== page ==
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Old Town Books answers: What are Alexandrians reading?

Fully stocked bookshelf (image via Old Town Books/Facebook)

As Alexandria moves into fall, it’s likely locals will want to nurse a cup of hot coffee at their local shop or curl up at home on the couch with a good book. If you’re not sure what that book should be: Ally Kirkpatrick has a few ideas.

Kirkpatrick, owner of Old Town Books (130 S Royal Street), said in some ways Alexandria follows national trends on what’s popular, but there are other titles that catch on specifically with the local clientele.

“Something that’s a best-seller everywhere doesn’t always translate to local stores,” Kirkpatrick said.

While the assumption might be that political books are the hot commodities in a D.C.-area bookstore, Kirkpatrick said there’s a bit more nuance to what will take off. Readers got burned out on books about the Trump administration, for instance, but New York Times reporter Maggie Haberman’s book Confidence Man was released around the time of the Jan. 6 trials and proved to be a best seller.

Other popular books have more of a local connection.

“We sold so many copies of [Matthew Cappucci’s] book,” Kirkpatrick said. “I think that’s specific to our area. We did an event with him and he was so charming and wonderful and we sold out. We probably sold more copies than a Barnes and Noble a few states away would. When we get a connection like that, it’s more location specific.”

Another recent example was Uncultured by Daniella Mestyanek Young.

“Normally with a memoir, we’d buy a couple of copies, but she’s local so we bought two cartons,” Kirkpatrick said.

Kirkpatrick said Old Town Book stocks books across the political spectrum, though there’s some curation involved.

“The younger generation skews more liberal stuff, but I also know older dudes who like more middle-of-the-road conservative stuff,” Kirkpatrick said. “[There’s a] difference between censorship and curation. We sell anything, but we try to make it more [in line with] what our values are. We also listen to what anyone across the spectrum is listening to and buying. We had the new Henry Kissinger book out on the table for a week, but after that week it was like ‘alright, that’s all Henry gets.'”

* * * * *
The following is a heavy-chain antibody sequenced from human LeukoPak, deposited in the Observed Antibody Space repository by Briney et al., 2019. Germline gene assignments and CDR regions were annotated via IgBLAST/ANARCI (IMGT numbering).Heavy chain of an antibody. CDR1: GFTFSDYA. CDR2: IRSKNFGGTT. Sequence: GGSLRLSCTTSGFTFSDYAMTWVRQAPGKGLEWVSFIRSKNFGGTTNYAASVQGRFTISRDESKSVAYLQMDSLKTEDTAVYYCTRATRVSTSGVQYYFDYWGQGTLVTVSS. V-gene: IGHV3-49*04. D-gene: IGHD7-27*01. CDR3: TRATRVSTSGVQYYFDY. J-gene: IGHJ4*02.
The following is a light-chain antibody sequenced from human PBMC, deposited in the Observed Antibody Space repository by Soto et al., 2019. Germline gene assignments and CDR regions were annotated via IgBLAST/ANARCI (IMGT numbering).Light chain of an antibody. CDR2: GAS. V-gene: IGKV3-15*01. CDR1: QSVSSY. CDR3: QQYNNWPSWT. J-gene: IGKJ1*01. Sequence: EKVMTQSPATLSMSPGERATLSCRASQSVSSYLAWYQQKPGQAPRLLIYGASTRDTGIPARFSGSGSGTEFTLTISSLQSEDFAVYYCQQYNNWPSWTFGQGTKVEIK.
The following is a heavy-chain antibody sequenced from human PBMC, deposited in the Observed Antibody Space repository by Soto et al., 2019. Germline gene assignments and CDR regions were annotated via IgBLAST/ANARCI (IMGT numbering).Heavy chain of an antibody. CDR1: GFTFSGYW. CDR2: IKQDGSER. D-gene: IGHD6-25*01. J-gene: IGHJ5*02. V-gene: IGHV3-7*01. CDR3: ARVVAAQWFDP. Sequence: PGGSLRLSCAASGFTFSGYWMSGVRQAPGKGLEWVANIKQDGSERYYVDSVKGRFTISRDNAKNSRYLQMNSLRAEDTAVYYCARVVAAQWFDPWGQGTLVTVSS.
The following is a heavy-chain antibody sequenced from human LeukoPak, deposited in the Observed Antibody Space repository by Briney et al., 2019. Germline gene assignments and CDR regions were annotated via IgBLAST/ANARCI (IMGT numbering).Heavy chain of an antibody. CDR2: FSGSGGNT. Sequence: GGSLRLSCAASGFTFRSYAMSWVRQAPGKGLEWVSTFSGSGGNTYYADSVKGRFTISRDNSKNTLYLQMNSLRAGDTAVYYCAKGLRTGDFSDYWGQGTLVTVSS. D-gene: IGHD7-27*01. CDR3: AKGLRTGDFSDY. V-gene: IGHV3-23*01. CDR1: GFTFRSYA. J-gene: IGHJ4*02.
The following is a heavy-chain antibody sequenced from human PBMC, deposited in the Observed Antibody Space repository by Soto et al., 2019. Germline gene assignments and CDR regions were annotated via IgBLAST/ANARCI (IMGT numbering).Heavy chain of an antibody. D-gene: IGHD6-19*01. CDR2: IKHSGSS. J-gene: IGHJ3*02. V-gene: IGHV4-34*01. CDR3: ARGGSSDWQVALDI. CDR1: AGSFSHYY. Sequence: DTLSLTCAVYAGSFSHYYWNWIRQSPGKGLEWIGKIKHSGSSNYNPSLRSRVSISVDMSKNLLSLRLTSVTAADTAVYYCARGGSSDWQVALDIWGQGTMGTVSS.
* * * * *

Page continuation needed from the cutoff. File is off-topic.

Kirkpatrick said while visitors from outside of the region will stop by and buy a water bottle or t-shirt, most of the book sales are either to neighbors or to local tourism — visitors from D.C., Maryland or other parts of Northern Virginia.

“The local tourists, they’re cool,” Kirkpatrick said. “They buy six books at a time.”

One of the recent best-sellers was Jennette McCurdy’s I’m Glad My Mom Died.

“It’s a really powerful book,” Kirkpatrick said. “It really hit that zeitgeist moment, especially when there’s social media sharing about the book. You could tell when it blew up on TikTok because we’d get calls asking if we had it in stock.”

Predicting what will be popular with readers can be a gamble, had Kirkpatrick said there have been a few times where something she thought would be big didn’t take off.

“There was a novel called A Little Life by Hanya Yanagihara,” Kirkpatrick said. “It was a huge literary sensation. It sold well because it got picked up on social media. It’s a brutal book, hard to put down. Her new book came out and we bought a lot, but people weren’t into it. It was too far apart from her first book and people forgot about it. It had a big section about a pandemic and I think people were over pandemic stuff. It’s too soon, it didn’t sell as much.”

That’s not to say pandemic topics are completely toxic to readers, Kirkpatrick said there are a few that have managed to stand out.

“I actually really loved the latest Michael Lewis, The Premonition, and we sold three cartons of that because I was like ‘no, it’s a good pandemic book, it’s about bureaucracy and the flaws in the public health system,'” Kirkpatrick said. “It’s fun because it’s sort of a chicken and the egg question: did we sell a lot because it’s popular or because we liked it?”